October 5, 2012 Redux in 2016
Oct. 5 ~ Civility supports the dignity of all persons by allowing all to be heard. #civility
*It’s easy to try to shout over someone. It’s easy to judge someone as not worthy of being heard. Give the gift of hearing someone out. Dignity is a mutual possession, we cannot deny it to one and save it for another.
There is a difference between allowing someone to speak, and listening to them. We have all been in situations where we had a voice, but no one else had ears. A great measure of dignity is afforded to both the speaker and listener when a person is given the gift of being heard.
Letting people speak is a good thing… it is respectful and civil. And it is usually for the most part passive. When we really listen we move from passive to active. Look at the other person, make eye contact, set aside distractions.
Don’t just try to think of the quickest, strongest retort while someone speaks. Instead, listen and let their words be fully spoken, fully heard, and then have a moment to their own. Taking time like this can help both the speaker and listener understand what was said. It’s also amazing how an active, attentive listener can help the speaker focus on their words for greater clarity and efficacy.
We’re talking about actual communication happening! That’s a good thing! It’s a great thing! It’s an affirming partnership even in disagreement.
October 3, 2012 Redux in 2016
Oct. 3 ~ Civility requires more of us than just winning… it requires connection with the other. #civility
And I don’t mean that quite as mystical as it might sound. I mean really, we are required to connect with the other person. It may be more fun to ridicule them or label them in ways that create distance between you, but that is not civil, not what brings ideas together, and certainly not what facilitates sharing and creation of new options and innovations.
Incivility says, “He’s Un-American!” or “She’s a Socialist!” Incivility believes that winning an argument at the cost of someone’s dignity is acceptable. Incivility divides so that we alone are good and right, and the other is evil and wrong.
Every four years in America we face “the most crucial election of our time.” Why do people speak like that? It’s simple. They want you afraid and prepared to win at all costs. When you are afraid that our society and civilization teeters every four years on the brink of destruction, then civil discourse sounds a bit passe and requires too much time to pursue. Instead, just rip and tear, and do what it takes to win.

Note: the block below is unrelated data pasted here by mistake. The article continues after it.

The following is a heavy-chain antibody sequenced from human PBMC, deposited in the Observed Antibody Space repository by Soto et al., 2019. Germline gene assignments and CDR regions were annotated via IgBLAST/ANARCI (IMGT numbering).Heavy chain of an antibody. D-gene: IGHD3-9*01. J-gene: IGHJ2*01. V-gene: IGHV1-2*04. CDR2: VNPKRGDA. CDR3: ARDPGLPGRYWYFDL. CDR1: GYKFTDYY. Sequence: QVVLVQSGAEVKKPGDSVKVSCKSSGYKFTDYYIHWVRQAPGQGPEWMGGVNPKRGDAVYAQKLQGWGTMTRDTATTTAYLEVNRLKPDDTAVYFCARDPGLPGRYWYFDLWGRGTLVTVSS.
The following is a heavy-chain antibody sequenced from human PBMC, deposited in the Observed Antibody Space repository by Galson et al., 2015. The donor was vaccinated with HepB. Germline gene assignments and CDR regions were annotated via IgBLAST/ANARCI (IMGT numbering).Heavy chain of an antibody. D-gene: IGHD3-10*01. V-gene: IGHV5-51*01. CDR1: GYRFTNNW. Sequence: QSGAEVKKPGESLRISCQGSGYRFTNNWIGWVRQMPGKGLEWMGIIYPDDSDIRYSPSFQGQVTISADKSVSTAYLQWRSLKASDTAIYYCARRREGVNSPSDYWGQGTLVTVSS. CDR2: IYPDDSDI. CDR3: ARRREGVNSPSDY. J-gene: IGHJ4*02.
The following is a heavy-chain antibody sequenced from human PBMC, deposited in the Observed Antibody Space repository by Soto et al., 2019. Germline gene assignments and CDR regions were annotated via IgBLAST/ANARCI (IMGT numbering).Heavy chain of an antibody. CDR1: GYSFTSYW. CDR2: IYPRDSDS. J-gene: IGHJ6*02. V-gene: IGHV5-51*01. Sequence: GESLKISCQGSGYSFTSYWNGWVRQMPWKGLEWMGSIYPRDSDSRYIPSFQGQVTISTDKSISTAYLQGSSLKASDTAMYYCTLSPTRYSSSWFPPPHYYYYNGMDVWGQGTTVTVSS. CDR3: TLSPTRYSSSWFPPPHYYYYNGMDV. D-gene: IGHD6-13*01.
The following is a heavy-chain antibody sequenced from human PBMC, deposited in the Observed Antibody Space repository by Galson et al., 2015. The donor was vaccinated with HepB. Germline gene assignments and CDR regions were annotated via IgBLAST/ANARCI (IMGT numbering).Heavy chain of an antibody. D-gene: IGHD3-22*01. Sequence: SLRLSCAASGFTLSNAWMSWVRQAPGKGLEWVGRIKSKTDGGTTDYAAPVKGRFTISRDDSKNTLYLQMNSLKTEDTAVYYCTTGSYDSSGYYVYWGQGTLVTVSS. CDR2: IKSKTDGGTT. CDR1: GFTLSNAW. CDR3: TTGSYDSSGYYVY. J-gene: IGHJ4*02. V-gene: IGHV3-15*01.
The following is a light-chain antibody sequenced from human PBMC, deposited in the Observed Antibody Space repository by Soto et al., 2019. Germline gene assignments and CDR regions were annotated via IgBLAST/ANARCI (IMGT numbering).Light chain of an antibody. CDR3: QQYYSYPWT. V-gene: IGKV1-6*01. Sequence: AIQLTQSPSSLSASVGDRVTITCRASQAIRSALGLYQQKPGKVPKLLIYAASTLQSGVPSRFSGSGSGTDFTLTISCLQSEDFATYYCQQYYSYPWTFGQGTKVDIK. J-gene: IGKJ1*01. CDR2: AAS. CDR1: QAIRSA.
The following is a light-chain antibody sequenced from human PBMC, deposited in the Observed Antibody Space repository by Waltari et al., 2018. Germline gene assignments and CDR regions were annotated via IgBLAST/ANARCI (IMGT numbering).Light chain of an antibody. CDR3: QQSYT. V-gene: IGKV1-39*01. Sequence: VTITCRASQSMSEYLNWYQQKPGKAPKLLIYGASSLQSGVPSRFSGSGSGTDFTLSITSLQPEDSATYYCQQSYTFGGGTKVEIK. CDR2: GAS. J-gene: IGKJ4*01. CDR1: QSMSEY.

That kind of thinking denies that you have anything in common with “the other,” the other person, the other party, the other idea, the other side. It takes a bit of effort, but we can step right over that kind of thinking. We can step right past it and realize vital connections that bring us together in ways that create friendship, collaboration and better options for our society. We are far more alike and connected than incivility can tolerate.
Nov. 23, 2013 Civility in Xian Scripture
November 23, Civility is a reflection of humility.
Proverbs 3:34, “He mocks proud mockers but shows favor to the humble and oppressed.”
There is an undeniable stream of thought in scripture that highlights the thrill God feels in elevating the poor and disenfranchised, often at the cost of the rich and un-empathetic who have prospered while their neighbors suffer. It’s not a stream of thought that supports a hatred of rich people or a disdain for wealth, but certainly does remind us that God doesn’t judge our value based on our financial bottom lines. In contrasting generosity and greed Jesus famously said, “The first shall be last, and the last shall be first.” (Matthew 20:1-16)
So the Proverb above warns us against a pride which isolates us from God’s favor. God prefers a person to live in humility instead of an inflated idea of self. God favors the oppressed. I think it reflects on God’s character that the joy of the Divine is found in favoring the least able and most needful. God doesn’t sit back and revel in one person’s great accumulation of wealth and pride in self, but in the opportunity to lift another from despair or to reveal that person’s hidden and less known value and worth. I get a strong sense that humility is actually the inner wealth we carry and live, while pride is an infection that can grow from the accumulation of material wealth. I said “can,” not must.
God mocks the mockers. Among the lessons for civility we find in scripture, this one rings loud and clear. A prideful, disdainful attitude that mocks and decreases another’s value is not in line with the movement or favor of God. God isn’t laughing with you when you tear another person down. But a humility that reveals the worth of the other person is joining God in the Divine disposition.
I think civility will be a natural outgrowth of choosing to reveal and support the other person’s value and dignity. It doesn’t mean I have to agree with everyone, but I sure better not value myself over them. I can disagree with someone while still protecting the inherent value of their life, opinions and aspirations. It’s not just that God loves an under dog, God loves to fill gaps of inequity and oppression. Civility, and the humility from which it grows, will create fewer of those gaps by affirming and revealing the value and dignity of others.